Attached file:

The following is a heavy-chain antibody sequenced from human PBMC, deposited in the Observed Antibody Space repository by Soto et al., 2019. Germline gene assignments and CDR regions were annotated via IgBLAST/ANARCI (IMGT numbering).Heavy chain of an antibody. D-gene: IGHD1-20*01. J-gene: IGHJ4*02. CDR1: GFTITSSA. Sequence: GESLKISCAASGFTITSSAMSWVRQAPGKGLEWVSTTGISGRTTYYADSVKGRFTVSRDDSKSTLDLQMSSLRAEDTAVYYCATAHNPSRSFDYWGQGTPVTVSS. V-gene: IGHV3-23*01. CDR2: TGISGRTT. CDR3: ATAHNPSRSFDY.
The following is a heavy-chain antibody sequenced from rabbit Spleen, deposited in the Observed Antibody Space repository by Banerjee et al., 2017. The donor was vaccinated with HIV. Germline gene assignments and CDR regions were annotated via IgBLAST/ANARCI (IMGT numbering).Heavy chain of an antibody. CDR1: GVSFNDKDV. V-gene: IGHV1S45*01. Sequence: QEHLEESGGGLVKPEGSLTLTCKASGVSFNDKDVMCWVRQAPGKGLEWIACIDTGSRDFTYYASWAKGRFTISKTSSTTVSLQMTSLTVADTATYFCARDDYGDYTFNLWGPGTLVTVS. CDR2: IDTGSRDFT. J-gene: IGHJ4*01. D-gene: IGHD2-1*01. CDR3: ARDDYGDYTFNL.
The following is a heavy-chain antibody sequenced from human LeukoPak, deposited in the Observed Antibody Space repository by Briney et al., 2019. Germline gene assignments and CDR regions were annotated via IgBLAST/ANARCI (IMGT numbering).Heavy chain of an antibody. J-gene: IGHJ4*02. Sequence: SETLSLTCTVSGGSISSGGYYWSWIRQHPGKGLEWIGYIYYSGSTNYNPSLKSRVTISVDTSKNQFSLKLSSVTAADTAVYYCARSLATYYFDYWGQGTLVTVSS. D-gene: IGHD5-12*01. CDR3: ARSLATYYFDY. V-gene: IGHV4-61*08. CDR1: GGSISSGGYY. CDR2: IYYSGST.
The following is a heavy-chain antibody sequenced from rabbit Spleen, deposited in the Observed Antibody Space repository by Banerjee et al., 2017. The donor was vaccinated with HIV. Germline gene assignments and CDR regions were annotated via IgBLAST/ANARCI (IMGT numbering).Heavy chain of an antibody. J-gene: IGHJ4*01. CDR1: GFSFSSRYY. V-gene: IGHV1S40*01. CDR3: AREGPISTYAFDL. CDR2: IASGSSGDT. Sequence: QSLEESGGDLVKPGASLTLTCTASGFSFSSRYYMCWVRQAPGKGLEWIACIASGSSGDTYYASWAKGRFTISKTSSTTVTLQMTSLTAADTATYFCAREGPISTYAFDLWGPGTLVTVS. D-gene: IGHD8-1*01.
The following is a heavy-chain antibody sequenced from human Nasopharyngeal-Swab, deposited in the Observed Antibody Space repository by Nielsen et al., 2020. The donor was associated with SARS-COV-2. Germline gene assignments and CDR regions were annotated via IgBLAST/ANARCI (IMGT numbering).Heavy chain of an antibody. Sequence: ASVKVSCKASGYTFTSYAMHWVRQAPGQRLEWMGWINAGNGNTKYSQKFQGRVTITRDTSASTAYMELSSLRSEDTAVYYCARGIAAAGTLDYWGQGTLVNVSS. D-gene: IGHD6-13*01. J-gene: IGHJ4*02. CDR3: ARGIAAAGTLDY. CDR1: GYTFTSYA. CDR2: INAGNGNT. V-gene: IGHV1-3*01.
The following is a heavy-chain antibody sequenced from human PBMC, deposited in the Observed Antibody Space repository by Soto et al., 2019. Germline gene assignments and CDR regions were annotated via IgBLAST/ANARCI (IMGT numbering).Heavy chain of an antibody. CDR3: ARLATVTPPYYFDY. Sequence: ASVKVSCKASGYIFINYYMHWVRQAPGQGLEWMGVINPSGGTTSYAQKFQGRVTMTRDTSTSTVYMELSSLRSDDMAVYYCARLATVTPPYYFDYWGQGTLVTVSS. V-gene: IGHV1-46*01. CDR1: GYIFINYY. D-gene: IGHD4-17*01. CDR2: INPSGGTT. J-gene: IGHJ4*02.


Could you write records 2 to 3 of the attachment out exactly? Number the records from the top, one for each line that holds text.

The following is a heavy-chain antibody sequenced from rabbit Spleen, deposited in the Observed Antibody Space repository by Banerjee et al., 2017. The donor was vaccinated with HIV. Germline gene assignments and CDR regions were annotated via IgBLAST/ANARCI (IMGT numbering).Heavy chain of an antibody. CDR1: GVSFNDKDV. V-gene: IGHV1S45*01. Sequence: QEHLEESGGGLVKPEGSLTLTCKASGVSFNDKDVMCWVRQAPGKGLEWIACIDTGSRDFTYYASWAKGRFTISKTSSTTVSLQMTSLTVADTATYFCARDDYGDYTFNLWGPGTLVTVS. CDR2: IDTGSRDFT. J-gene: IGHJ4*01. D-gene: IGHD2-1*01. CDR3: ARDDYGDYTFNL.
The following is a heavy-chain antibody sequenced from human LeukoPak, deposited in the Observed Antibody Space repository by Briney et al., 2019. Germline gene assignments and CDR regions were annotated via IgBLAST/ANARCI (IMGT numbering).Heavy chain of an antibody. J-gene: IGHJ4*02. Sequence: SETLSLTCTVSGGSISSGGYYWSWIRQHPGKGLEWIGYIYYSGSTNYNPSLKSRVTISVDTSKNQFSLKLSSVTAADTAVYYCARSLATYYFDYWGQGTLVTVSS. D-gene: IGHD5-12*01. CDR3: ARSLATYYFDY. V-gene: IGHV4-61*08. CDR1: GGSISSGGYY. CDR2: IYYSGST.